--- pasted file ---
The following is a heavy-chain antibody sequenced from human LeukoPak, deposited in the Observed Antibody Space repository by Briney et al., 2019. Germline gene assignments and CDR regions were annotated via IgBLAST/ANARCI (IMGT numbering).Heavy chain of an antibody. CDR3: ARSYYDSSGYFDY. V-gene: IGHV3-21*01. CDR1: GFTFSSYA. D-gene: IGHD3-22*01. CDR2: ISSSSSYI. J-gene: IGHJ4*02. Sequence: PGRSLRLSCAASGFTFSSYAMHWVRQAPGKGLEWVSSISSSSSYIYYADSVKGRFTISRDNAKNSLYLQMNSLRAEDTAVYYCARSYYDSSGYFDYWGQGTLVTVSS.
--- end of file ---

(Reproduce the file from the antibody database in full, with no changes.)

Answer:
The following is a heavy-chain antibody sequenced from human LeukoPak, deposited in the Observed Antibody Space repository by Briney et al., 2019. Germline gene assignments and CDR regions were annotated via IgBLAST/ANARCI (IMGT numbering).Heavy chain of an antibody. CDR3: ARSYYDSSGYFDY. V-gene: IGHV3-21*01. CDR1: GFTFSSYA. D-gene: IGHD3-22*01. CDR2: ISSSSSYI. J-gene: IGHJ4*02. Sequence: PGRSLRLSCAASGFTFSSYAMHWVRQAPGKGLEWVSSISSSSSYIYYADSVKGRFTISRDNAKNSLYLQMNSLRAEDTAVYYCARSYYDSSGYFDYWGQGTLVTVSS.